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Kingdom of God

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The conception of the Kingdom of God (or in Mt. the ‘Kingdom of Heaven’) is a central element in the teaching of Jesus Christ. Its origins lie in the OT. God's reign was expected to bring with it order and justice, thus manifesting His purpose in creation. When the Jews lacked political autonomy, the Kingdom became linked with ideas about the future manifestation of Divine sovereignty in history. In the inter-testamental period, the coming of God's reign was seen as involving the overthrow of the powers opposed to God and the transfer of power to Israel or to God's agent, the Messiah.

According to Mk. (1: 15) the ministry of Jesus began with the proclamation of the imminence of the Kingdom. Occasionally the Gospels suggest that it may be already present (e.g. Lk. 17: 21). Entry into the Kingdom is a present possibility, but it demands patterns of behaviour which contrast with the current perceptions of the nature of human dominion (Mk. 10: 13–27). There is, however, little explicit teaching on the nature of the Kingdom. Throughout the Synoptics, Jesus uses parables to illustrate the meaning of God's Kingdom, its novelty, and its demands. There are hints that He may have expected its arrival within a generation (Mk. 9: 1). The journey to Jerusalem, the triumphant entry and the incident in the Temple have sometimes been taken to suggest that there may have been a political component in Jesus' understanding of the Kingdom of God as well as in the reasons for His arrest and execution. See Jesus Christ.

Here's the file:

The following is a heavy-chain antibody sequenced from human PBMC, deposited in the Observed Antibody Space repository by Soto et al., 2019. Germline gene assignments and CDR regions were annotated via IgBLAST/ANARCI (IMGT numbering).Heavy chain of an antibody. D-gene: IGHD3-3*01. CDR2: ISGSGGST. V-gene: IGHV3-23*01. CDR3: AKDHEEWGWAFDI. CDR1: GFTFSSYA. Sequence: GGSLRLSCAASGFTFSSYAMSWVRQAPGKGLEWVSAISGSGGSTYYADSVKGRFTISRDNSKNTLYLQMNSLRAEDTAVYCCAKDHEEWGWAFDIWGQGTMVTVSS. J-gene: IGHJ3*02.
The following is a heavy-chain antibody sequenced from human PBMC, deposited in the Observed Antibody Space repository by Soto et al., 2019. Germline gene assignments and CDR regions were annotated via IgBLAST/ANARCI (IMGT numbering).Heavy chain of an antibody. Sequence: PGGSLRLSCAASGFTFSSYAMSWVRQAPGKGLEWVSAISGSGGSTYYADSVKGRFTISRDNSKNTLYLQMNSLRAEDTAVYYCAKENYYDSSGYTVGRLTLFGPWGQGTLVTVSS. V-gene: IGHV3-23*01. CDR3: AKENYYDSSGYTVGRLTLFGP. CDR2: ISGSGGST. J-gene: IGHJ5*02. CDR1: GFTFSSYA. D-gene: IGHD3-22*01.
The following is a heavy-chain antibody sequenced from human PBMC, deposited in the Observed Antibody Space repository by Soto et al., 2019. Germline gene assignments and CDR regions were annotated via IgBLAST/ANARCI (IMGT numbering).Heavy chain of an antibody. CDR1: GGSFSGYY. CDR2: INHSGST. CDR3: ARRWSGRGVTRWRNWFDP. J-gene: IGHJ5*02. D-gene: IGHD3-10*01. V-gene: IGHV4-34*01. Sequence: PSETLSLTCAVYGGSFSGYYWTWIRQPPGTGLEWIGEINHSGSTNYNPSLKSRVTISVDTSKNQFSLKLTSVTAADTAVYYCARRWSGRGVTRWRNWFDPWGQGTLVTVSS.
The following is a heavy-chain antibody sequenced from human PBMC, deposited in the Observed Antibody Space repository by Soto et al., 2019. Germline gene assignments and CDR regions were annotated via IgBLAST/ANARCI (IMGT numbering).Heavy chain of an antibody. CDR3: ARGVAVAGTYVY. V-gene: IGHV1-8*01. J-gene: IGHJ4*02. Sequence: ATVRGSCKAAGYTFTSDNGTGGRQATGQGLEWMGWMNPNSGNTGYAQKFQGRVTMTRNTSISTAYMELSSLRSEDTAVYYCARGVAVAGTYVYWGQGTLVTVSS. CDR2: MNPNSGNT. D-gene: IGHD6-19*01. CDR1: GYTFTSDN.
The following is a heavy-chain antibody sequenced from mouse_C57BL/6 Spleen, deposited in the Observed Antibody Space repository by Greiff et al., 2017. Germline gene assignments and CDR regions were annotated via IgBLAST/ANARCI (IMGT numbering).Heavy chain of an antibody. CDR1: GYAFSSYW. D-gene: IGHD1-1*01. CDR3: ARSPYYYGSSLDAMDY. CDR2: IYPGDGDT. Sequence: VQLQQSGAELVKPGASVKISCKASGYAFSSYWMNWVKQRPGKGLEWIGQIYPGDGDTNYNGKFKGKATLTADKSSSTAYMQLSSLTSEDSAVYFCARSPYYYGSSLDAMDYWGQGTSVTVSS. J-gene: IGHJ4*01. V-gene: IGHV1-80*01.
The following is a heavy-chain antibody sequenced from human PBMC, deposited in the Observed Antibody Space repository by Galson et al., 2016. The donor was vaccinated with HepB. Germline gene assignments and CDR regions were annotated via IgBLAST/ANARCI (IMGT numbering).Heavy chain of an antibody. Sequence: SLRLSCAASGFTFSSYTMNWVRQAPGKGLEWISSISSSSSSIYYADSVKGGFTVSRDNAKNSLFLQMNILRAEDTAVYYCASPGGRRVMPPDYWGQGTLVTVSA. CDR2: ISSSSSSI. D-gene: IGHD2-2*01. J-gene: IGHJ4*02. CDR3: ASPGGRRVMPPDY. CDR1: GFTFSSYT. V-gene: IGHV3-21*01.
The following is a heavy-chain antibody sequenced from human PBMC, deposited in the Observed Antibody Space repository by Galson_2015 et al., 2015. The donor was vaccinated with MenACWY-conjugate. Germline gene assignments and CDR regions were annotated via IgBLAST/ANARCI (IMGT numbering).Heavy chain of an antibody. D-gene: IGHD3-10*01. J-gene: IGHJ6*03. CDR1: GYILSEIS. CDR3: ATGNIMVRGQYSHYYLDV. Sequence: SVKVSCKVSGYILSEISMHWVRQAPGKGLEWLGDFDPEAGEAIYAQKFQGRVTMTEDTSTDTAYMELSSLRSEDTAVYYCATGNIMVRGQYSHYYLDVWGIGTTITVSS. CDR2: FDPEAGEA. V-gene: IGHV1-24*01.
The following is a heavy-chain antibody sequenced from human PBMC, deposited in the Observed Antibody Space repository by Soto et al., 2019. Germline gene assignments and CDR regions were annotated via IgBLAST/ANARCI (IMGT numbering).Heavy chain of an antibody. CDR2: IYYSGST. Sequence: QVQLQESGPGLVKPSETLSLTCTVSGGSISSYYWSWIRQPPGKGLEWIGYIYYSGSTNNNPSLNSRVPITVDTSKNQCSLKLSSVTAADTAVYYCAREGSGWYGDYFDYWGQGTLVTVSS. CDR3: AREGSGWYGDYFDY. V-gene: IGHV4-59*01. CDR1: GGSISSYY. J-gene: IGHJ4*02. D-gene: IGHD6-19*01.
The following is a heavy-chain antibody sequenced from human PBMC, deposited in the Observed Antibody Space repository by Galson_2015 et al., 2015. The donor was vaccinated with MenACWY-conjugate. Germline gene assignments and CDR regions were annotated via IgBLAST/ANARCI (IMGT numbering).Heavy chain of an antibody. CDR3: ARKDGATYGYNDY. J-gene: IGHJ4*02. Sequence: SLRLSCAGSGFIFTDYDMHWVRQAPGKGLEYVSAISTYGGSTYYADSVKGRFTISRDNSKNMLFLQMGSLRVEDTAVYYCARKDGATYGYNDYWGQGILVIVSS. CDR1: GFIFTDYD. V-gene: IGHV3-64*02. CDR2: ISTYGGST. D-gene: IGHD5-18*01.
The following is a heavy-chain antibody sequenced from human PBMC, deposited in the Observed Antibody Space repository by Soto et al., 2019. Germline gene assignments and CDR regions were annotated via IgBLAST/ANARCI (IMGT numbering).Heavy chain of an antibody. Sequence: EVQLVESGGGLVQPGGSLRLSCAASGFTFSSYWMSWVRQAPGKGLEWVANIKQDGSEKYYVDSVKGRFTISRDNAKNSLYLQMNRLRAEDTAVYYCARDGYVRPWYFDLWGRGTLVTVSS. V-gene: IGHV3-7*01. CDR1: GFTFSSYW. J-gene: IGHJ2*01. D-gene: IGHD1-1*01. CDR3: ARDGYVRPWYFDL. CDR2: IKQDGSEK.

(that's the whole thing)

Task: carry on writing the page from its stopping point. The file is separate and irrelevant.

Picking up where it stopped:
Throughout the NT and early Patristic period it was expected that the coming of the Kingdom would take place in this world. By the 3rd cent. belief in the imminence of the Parousia was fading and St Augustine argued that the Kingdom of God was a supernatural entity whose presence could be only dimly perceived in the time between the first and second coming of Christ. Joachim of Fiore's interpretation of Rev. reopened the possibility of a visible establishment of the Kingdom of God in this world. Much modern political theology has also refused to accept the view that the Kingdom is utterly transcendent and has tried to find a place for human endeavour in its establishment. See also eschatology; Liberation Theology; millenarianism; and Parousia.

Subjects: Religion

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